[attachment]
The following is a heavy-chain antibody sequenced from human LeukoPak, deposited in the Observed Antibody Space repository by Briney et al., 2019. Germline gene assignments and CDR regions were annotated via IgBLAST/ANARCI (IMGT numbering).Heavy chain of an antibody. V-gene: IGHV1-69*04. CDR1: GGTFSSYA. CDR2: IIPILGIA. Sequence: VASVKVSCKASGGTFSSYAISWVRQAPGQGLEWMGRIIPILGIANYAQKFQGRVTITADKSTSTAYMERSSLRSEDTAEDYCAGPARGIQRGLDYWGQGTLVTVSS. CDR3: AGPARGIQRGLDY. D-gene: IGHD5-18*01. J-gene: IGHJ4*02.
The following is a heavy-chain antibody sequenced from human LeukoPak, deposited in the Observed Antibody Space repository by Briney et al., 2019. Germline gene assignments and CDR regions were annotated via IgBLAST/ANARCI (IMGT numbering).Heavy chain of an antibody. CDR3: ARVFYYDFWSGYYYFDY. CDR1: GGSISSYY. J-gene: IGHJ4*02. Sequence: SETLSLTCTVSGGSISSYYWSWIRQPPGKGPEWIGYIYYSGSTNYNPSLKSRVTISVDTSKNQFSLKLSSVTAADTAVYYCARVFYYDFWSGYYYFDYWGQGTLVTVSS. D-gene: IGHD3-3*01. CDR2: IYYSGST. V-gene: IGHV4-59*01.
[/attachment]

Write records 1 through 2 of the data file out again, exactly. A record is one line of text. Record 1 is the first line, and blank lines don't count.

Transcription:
The following is a heavy-chain antibody sequenced from human LeukoPak, deposited in the Observed Antibody Space repository by Briney et al., 2019. Germline gene assignments and CDR regions were annotated via IgBLAST/ANARCI (IMGT numbering).Heavy chain of an antibody. V-gene: IGHV1-69*04. CDR1: GGTFSSYA. CDR2: IIPILGIA. Sequence: VASVKVSCKASGGTFSSYAISWVRQAPGQGLEWMGRIIPILGIANYAQKFQGRVTITADKSTSTAYMERSSLRSEDTAEDYCAGPARGIQRGLDYWGQGTLVTVSS. CDR3: AGPARGIQRGLDY. D-gene: IGHD5-18*01. J-gene: IGHJ4*02.
The following is a heavy-chain antibody sequenced from human LeukoPak, deposited in the Observed Antibody Space repository by Briney et al., 2019. Germline gene assignments and CDR regions were annotated via IgBLAST/ANARCI (IMGT numbering).Heavy chain of an antibody. CDR3: ARVFYYDFWSGYYYFDY. CDR1: GGSISSYY. J-gene: IGHJ4*02. Sequence: SETLSLTCTVSGGSISSYYWSWIRQPPGKGPEWIGYIYYSGSTNYNPSLKSRVTISVDTSKNQFSLKLSSVTAADTAVYYCARVFYYDFWSGYYYFDYWGQGTLVTVSS. D-gene: IGHD3-3*01. CDR2: IYYSGST. V-gene: IGHV4-59*01.